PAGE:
Physical Culture

Physical Culture encompasses all manner of efforts, systems, practices with the aim of improving physical health, capability, and work capacity using a variety of measures.  My definition is quite vague and all encompassing, but this is by design.  When I speak of physical culture, I’m willing to include everything from Yoga to Olympic Weightlifting to Bodybuilding in my definition.

I currently subscribe to a High Intensity Training theory of fitness using concepts pioneered by Arthur Jones and popularized by Mike Mentzer among others.  I utilize just one work set per muscle group and only work out once every 5 days or so.  For whatever reason, this approach to fitness is controversial, but the core concept behind it are universal and absolutely should be applied regardless of your fitness modality.


All physical training is a form of hormesis.  You introduce a stressor to the system and the body adapts and becomes resistant to that stressor.  If a person squats x-weight on Friday, if the intensity is sufficient to warrant a response from the body, it will respond by optimizing motor unit recruitment and increasing muscle cross-section (you get stronger and bigger) in order to better accommodate the weight the next time you squat.  The next week you will need to increase the weight used if you hope to elicit the same or similar response.

But note the curve in the graphic above…similar to the GAS model for handling stress, there is a point where the system mobilizes and fights back and there is a point where the system is overcome and fails.  Note that as the dose increases the effect is more and more inhibitory.  This applies perfectly to exercise and fitness.  Regardless if you subscribe to HIT philosophy or not, you must consider exercise to be a dose of a poison and balance the dose and the time you allow yourself to recover.  In layman’s terms, you need to be fully recovered between workouts so that every time you return to a given exercise, you’re stronger.  If you’re not stronger, that’s feedback that should lead to a change in your program (either more rest, a new exercise, or better habits outside the gym).  Do not just slog through, going back to the same weight/exercise week after week without making progress.  You’re essentially spinning your wheels if not hurting yourself.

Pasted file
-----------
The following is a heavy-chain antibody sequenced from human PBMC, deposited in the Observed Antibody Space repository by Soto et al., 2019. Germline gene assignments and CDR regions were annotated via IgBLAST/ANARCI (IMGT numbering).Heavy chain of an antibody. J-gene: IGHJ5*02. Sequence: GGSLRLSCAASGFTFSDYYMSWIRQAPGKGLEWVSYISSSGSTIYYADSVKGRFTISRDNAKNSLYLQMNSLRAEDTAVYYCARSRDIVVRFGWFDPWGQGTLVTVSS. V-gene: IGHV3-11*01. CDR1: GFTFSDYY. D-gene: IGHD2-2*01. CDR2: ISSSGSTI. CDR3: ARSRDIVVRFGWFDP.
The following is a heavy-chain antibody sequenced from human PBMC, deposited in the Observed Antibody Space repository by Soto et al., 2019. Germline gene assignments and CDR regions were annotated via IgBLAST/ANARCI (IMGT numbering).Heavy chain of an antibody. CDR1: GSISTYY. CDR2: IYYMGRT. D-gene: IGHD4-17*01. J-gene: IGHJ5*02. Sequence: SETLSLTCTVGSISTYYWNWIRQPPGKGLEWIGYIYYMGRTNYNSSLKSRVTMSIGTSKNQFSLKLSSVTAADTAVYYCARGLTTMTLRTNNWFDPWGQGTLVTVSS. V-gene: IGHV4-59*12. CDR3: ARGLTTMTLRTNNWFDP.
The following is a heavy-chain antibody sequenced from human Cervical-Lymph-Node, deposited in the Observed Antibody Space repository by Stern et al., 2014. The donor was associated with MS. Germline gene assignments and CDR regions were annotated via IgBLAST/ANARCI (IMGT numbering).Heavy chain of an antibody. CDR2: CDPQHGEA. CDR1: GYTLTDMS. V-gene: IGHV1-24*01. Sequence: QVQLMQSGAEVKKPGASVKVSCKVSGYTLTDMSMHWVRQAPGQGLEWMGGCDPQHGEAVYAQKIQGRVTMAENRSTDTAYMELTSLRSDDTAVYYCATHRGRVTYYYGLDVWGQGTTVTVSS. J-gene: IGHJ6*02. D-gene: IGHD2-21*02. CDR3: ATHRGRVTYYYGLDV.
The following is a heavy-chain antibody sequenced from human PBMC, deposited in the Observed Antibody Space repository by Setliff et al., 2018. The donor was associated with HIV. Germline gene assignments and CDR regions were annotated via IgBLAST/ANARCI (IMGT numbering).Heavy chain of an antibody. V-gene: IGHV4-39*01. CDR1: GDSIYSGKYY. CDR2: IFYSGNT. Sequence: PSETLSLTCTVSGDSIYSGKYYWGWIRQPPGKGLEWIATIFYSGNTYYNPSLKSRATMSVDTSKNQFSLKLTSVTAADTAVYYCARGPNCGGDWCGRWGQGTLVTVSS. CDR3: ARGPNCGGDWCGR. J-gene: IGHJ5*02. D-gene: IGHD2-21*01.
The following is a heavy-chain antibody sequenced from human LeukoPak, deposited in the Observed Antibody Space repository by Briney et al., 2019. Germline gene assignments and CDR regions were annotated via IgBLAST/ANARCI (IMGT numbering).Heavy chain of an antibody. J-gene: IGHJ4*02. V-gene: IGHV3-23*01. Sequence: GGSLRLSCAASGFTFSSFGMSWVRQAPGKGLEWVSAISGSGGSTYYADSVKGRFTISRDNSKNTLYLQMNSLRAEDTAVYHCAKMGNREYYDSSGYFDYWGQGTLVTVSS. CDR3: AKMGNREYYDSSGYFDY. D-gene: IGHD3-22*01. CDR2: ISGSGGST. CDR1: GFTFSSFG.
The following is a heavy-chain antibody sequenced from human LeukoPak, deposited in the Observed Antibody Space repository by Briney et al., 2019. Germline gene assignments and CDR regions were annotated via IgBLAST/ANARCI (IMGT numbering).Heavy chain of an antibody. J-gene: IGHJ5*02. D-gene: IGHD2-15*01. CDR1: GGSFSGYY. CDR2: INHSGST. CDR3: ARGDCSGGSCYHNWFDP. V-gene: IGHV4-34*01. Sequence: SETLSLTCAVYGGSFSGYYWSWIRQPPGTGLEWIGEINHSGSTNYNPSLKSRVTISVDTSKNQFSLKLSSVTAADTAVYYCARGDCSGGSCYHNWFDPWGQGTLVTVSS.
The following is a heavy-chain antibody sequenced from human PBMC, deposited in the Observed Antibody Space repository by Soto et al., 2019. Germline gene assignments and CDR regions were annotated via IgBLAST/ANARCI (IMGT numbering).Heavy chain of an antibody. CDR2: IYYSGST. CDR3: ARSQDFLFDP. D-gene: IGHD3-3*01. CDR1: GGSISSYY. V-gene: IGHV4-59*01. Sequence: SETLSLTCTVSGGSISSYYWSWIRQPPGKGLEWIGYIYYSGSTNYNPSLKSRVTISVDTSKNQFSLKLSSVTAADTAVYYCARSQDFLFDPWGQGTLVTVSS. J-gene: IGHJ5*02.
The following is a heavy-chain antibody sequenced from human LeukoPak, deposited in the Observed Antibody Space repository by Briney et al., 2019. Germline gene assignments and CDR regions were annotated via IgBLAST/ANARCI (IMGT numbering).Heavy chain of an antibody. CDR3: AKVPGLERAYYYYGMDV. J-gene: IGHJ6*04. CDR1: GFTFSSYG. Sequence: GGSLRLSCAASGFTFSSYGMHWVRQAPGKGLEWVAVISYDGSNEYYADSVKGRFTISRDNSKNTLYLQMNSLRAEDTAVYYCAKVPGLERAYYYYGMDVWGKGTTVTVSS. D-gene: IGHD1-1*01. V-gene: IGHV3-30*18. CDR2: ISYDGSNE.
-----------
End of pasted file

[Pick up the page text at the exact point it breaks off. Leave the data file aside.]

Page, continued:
In general, people should recover more than they do.


3 thoughts on “Physical Culture

  1. Pingback: Sleep: Do it. « Evo Lab

  2. Mike did not talk about recovery exactly this way however I think that studying other hormesis processes may help make things more scientific. The HIT community needs to “stand on shoulders” of Arthur, Mike et el and progress the science they started.

  3. Hey Stephen,

    Mike may not have referenced hormesis per se, but he did tie exercise to the General Adaption Syndrome ( in the book “High Intensity Training the Mike Mentzer Way.”

    John Little is listed as the author, but the book is written as if coming from Mike. I believe they collaborated on it.

    GAS and Hormesis share the underlying concept that up to a certain point, stress elicits a positive response, but past that point, the body begins to fail. And as we know, in exercise this manifests itself as lack of progress or regression.

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